When Franklin Delano Roosevelt presented America with the Second New Deal, he created a national social safety net to prevent vulnerable senior citizens from dying in poverty.
Social Security came into being with the Social Security Act of 1935. Thirty years later, the federal safety net further expanded with the creation of Medicare and Medicaid during the presidency of Lyndon Johnson.
The system evolved to assist not only the elderly (with Medicare focusing on citizens aged 65 and older), but also the disabled and impoverished of all ages (with Medicaid), to become as self-sustaining and independent as possible.
Fast forward to the 21st century. Ever since 2010, President Barak Obama’s Affordable Care Act (aka “Obamacare”) dramatically widened the nation’s social safety net. In the first year of Donald Trump’s presidency, Republican efforts to undo and repeal the Affordable Care Act sparked concerns that 22 million Americans (according to the Congressional Budget Office) would lose their access to affordable health insurance.
With Republican control of the White House, House of Representatives, and Senate, the federal safety net seemed all but certain to shrink.
The Congressional Budget Office—tasked with determining how much any given piece of legislation will cost (or save) to implement, including reductions in tax revenue—concluded in a March 13 report that the American Health Care Act of 2017, popularly known as “Trumpcare,” would: “reduce federal deficits by $337 billion over the 2017-2026 period” with the largest savings coming “from reductions in outlays for Medicaid” and from elimination of Affordable Care Act “subsidies for non-group health insurance.”
While much of the 2017 health care debates have focused on repealing Obamacare, 74-year-old Marge Koley (of Bellevue) exists at the crux of Medicaid and Medicare. Koley is one of the many senior caregivers who attend to younger, disabled relatives.
She and her husband rely on the earned benefits of Social Security and Medicare, benefits that have made it possible for them to enjoy their golden years without working.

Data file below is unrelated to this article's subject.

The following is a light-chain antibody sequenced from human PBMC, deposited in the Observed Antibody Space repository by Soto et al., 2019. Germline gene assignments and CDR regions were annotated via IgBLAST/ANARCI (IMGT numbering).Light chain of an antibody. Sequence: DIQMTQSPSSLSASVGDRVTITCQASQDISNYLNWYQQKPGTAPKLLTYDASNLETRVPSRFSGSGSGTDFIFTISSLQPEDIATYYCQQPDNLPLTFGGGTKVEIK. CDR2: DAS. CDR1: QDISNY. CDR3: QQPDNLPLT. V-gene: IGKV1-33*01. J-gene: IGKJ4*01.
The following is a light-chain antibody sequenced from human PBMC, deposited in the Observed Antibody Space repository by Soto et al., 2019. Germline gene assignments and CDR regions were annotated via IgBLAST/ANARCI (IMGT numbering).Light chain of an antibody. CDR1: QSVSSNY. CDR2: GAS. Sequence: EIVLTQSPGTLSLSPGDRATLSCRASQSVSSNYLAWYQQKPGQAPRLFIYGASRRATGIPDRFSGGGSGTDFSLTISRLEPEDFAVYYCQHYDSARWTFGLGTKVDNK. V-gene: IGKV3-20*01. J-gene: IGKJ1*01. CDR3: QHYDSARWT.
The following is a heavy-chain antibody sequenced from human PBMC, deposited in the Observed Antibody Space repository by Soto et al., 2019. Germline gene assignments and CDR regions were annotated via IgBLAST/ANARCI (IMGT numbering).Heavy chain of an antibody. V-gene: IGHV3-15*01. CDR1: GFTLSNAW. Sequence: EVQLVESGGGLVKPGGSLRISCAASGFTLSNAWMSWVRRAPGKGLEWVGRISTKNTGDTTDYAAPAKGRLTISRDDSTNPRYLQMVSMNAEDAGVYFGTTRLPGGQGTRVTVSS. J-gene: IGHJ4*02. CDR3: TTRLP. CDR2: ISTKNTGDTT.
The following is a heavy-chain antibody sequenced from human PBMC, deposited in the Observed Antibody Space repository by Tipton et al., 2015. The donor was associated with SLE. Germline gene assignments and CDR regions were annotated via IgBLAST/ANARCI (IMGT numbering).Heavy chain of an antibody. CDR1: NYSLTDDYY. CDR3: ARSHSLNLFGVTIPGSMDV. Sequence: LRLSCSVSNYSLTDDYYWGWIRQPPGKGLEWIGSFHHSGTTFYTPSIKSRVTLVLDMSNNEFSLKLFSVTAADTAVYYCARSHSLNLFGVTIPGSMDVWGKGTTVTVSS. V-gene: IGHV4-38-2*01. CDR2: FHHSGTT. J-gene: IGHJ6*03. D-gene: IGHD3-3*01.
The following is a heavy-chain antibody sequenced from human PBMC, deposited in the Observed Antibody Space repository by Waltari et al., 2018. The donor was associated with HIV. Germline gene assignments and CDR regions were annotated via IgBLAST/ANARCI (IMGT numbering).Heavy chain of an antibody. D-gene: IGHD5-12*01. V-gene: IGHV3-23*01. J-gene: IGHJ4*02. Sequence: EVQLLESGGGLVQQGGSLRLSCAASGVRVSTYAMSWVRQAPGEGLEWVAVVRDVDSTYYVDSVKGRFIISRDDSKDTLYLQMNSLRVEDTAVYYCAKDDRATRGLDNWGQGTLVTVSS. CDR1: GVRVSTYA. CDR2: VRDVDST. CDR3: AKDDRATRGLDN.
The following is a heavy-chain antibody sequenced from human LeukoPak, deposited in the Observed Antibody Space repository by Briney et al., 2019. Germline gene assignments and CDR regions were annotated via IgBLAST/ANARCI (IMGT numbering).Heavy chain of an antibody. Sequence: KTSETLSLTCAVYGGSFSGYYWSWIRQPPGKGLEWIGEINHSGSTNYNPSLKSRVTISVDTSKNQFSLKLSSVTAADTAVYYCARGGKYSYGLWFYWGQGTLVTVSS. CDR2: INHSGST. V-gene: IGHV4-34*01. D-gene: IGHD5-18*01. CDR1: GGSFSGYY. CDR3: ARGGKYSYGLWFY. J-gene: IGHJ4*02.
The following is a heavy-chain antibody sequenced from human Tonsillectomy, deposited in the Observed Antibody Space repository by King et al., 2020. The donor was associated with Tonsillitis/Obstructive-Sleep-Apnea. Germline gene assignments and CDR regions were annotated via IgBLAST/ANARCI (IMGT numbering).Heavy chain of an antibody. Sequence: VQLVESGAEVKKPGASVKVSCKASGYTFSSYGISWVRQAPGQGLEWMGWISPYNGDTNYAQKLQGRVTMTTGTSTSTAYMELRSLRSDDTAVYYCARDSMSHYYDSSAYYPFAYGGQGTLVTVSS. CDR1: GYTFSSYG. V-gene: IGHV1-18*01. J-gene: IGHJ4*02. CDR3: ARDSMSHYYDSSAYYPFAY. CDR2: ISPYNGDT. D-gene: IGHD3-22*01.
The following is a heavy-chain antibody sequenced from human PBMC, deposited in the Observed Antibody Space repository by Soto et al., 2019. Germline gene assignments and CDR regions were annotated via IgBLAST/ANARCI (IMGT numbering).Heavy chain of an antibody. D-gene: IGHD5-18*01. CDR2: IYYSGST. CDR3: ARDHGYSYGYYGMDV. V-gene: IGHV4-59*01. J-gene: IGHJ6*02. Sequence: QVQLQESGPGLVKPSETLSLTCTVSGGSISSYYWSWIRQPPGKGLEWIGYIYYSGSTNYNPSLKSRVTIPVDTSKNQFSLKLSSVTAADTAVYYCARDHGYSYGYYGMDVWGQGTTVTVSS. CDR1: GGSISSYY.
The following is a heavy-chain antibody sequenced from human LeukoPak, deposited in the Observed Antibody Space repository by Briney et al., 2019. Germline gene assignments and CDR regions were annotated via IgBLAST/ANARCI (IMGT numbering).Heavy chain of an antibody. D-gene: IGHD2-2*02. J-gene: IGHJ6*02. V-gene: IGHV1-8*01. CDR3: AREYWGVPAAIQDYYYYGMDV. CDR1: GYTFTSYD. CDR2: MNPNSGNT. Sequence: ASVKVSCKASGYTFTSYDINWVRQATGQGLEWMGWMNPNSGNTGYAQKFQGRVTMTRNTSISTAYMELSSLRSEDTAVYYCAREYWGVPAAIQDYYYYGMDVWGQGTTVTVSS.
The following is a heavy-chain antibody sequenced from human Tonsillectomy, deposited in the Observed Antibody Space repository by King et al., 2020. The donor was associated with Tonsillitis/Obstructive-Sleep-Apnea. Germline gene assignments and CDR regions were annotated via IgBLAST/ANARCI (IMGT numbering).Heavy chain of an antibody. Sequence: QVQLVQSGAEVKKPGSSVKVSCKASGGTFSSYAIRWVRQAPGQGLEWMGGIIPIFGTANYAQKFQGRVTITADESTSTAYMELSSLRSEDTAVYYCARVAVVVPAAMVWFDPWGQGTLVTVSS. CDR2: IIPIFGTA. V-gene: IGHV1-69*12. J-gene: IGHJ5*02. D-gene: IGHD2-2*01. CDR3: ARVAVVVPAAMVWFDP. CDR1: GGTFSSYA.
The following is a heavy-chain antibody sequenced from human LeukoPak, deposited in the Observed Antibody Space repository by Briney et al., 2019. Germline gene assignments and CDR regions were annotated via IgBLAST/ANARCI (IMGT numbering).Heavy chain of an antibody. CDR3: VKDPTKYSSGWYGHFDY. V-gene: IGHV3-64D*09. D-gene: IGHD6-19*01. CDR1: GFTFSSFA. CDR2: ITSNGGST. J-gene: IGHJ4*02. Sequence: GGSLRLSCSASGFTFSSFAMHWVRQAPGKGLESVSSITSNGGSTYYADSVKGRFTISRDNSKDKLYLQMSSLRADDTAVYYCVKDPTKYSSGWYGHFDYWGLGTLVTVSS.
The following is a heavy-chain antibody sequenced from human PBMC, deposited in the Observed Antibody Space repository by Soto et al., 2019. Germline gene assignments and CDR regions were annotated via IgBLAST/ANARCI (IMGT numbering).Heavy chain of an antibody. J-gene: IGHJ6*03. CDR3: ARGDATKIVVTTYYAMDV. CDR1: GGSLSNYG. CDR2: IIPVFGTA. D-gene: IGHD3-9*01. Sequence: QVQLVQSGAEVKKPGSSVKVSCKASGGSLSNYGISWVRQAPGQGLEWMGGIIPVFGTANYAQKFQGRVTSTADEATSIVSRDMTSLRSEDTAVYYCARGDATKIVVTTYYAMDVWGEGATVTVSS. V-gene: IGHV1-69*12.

Watching the media spectacle unfold, Koley was most afraid for their 37-year-old daughter, Jenny, who has Down syndrome. Jenny qualifies for Social Security Disability Insurance, Medicare and Medicaid for health insurance, and receives support services to live and work independently through Medicaid and Nebraska Health and Human Services.
“Jenny has always had the dream of having her own apartment and living as independently as possible,” Koley says, speaking with Omaha Magazine in July on the eve of the so-called “skinny repeal,” the last ditch effort to repeal Obamacare by the Senate.
“What will happen to Jenny after I am not here to care for her?” she says. “That is my greatest fear. She has one sibling in Indiana. If the proposed caps and cuts in Medicaid are enacted, she could lose the services she needs to live and be part of the community. Also lost are the years of progress allowing people with disabilities to decide for themselves where they want to live and with whom. We may have for-profit insurance companies running programs and deciding the fate of our children. Will institutional living return? Will the waitlists continue to grow and grow?”
Jenny moved into her own place in September 2016; meanwhile, Koley still provides most of her transportation needs. Medicaid service providers take care of residential support and job coaching.
“Jenny currently works nine hours a week at the Ollie Webb Center,” Koley says, obviously proud of what her daughter has been able to accomplish with some compassionate assistance. “Jenny loves being responsible for herself, and now cleans her apartment and does her wash on her own without prompting, and has been able to decrease her outside support. Now, she has someone one day a week to help work on cooking, going out into the community.”
The current political environment is a source of anxiety for Koley, who says she has never before seen the American public so polarized.
“This is the most divisive political climate I have ever experienced. Neither side will listen to the other’s views,” Koley says, adding that if she had a chance to talk to lawmakers, her message for them is to save Medicaid. “I want them to save Medicaid and to get a full understanding of the consequences of their actions. Budgets should not be balanced on the backs of people with disabilities who are least able to defend themselves.”
Efforts to repeal the Affordable Care Act—for the time being—came to a screeching halt with the pivotal thumbs-down vote from Republican Sen. John McCain of Arizona, who flew to Washington D.C. for the vote shortly after being diagnosed with an aggressive form of brain cancer.
Months after the failure of the “skinny repeal,” in the week following the failure of another repeal attempt (the Graham-Cassidy Bill), Koley experienced a sense of temporary relief.
“I’m very happy that it did fail, knowing how it would affect Jenny,” she says. “But I know politicians will be revisiting this, and we’ll need to gear up again to defend Medicaid benefits at a later time.”
Visit olliewebbinc.org to learn more about the Medicaid service provider that plays a crucial role in the lives of Marge and Jenny Koley.
This article was printed in the November/December 2017 issue of Omaha Magazine.